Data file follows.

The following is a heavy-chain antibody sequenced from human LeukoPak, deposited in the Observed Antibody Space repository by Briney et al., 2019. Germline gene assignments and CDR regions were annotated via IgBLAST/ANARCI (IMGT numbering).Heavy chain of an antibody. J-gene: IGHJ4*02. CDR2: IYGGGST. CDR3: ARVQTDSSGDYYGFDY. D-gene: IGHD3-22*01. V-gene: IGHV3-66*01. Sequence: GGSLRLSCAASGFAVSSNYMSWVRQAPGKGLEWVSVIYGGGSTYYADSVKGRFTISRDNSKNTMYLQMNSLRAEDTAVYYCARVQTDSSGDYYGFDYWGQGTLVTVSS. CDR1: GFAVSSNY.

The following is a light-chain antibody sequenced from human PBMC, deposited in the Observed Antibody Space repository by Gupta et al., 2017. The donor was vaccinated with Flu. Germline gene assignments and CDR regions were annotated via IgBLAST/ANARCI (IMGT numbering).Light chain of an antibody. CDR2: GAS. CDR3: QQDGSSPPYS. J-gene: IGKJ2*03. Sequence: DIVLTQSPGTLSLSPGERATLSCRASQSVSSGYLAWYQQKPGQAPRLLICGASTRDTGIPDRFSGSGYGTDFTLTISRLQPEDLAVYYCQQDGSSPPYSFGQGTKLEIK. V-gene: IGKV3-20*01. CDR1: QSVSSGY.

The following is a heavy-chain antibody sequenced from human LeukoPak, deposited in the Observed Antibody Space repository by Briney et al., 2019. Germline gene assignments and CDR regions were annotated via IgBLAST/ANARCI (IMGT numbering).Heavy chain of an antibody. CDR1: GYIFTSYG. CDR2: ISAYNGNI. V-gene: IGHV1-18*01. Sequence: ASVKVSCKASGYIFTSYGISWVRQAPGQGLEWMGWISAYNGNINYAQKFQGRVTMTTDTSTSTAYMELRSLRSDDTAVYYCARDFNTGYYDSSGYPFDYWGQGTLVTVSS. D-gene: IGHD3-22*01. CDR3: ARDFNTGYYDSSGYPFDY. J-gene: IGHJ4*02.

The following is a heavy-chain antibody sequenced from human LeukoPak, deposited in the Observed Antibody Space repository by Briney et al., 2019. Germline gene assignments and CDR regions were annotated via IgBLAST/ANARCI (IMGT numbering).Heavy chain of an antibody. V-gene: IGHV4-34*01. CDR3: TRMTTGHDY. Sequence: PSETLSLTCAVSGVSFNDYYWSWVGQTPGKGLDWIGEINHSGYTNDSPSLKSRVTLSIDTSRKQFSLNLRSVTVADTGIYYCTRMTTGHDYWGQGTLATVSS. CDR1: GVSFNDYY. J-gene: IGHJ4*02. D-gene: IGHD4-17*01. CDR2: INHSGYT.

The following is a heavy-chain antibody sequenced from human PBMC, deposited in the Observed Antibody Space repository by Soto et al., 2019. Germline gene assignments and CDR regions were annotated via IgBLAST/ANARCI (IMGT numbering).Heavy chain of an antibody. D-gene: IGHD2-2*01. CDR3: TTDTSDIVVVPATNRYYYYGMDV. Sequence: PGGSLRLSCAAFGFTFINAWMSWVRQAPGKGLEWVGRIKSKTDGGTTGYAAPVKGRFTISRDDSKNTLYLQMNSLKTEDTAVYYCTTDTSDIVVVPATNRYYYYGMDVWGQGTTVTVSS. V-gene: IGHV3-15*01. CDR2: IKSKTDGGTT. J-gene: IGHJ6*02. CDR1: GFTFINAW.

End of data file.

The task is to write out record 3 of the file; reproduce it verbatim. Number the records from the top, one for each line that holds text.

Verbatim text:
The following is a heavy-chain antibody sequenced from human LeukoPak, deposited in the Observed Antibody Space repository by Briney et al., 2019. Germline gene assignments and CDR regions were annotated via IgBLAST/ANARCI (IMGT numbering).Heavy chain of an antibody. CDR1: GYIFTSYG. CDR2: ISAYNGNI. V-gene: IGHV1-18*01. Sequence: ASVKVSCKASGYIFTSYGISWVRQAPGQGLEWMGWISAYNGNINYAQKFQGRVTMTTDTSTSTAYMELRSLRSDDTAVYYCARDFNTGYYDSSGYPFDYWGQGTLVTVSS. D-gene: IGHD3-22*01. CDR3: ARDFNTGYYDSSGYPFDY. J-gene: IGHJ4*02.